In late 2010, Furuyama and colleagues published a remarkable paper in which they studied liver cells expressing the high-mobility group transcription factor Sox9 (17). Sox9 is expressed in the ductal plate and is required for the proper timing of fetal cholangiocyte differentiation (18); it is also required for the maintenance of pancreatic progenitor cells (19). To investigate the possibility that Sox9 is also expressed in hepatic progenitor cells, Furuyama and colleagues used homologous recombination in ES cells to place a CreERT2-encoding gene into the Sox9 locus (17). CreERT2 is a fusion protein of the Cre recombinase and a mutated estrogen receptor; it is able to recombine loxP sites only in the presence of tamoxifen. This tool allowed the investigators to perform pulse labeling similar to that in Grisham’s 1962 study (6), but marking only Sox9-expressing cells. At early time points, the marked cells were found to be present in bile ducts, as would be expected based on Sox9 immunohistochemistry (Figure (Figure1A). 1A).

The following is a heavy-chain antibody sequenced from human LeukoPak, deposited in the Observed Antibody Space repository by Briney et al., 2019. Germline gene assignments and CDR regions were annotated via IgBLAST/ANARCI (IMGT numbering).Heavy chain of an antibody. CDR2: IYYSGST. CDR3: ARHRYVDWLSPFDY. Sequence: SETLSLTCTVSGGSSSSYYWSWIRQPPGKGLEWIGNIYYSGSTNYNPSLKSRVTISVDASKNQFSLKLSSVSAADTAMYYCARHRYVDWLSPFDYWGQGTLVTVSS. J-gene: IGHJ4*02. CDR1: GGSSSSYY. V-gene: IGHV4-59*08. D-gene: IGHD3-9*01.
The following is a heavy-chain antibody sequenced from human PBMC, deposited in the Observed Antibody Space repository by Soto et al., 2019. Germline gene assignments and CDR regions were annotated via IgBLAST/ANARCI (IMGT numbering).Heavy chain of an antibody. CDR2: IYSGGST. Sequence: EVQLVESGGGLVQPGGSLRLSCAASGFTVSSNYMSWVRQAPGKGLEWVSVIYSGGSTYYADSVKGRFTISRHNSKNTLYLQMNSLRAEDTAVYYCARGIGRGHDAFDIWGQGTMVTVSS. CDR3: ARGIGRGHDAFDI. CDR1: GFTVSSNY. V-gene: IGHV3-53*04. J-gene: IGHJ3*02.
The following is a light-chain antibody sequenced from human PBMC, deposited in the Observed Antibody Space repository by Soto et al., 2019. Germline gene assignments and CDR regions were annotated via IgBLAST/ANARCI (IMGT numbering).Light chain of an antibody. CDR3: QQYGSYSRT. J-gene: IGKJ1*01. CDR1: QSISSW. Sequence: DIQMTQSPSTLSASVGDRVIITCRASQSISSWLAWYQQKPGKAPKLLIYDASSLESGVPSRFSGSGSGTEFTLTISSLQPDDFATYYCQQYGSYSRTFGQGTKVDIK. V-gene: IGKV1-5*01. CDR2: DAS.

However, the appearance of marked cells in the liver at later time points was unexpected: over the course of one year, the marked cells assumed the morphology of hepatocytes and expanded toward the central vein, ultimately representing a majority of the hepatocyte population (Figure (Figure1A)1A) (17). This process was accelerated in the CCl4 and bile duct ligation models of hepatic injury, indicating that Sox9-expressing cells are also hepatocyte progenitors in the context of these forms of hepatic injury. However, Sox9-expressing cells did not contribute significantly to regeneration following partial hepatectomy or in other injury models.
This ability of cholangiocyte-like Sox9+ cells to function as hepatocyte progenitors after injury is consistent with prior studies of oval cells (which resemble cholangiocytes) and other hepatocyte progenitors that are also located in the portal area, although it remains to be demonstrated that the Sox9+ cells share markers with oval cells. The surprising aspect of the study by Furuyama and colleagues was their finding that the full population of adult hepatocytes was derived from Sox9+ cells that were cholangiocytes in initial morphology (17). This model supports a return to the streaming hypothesis, in apparent contradiction with the aforementioned lineage-tracing experiments (9, 10).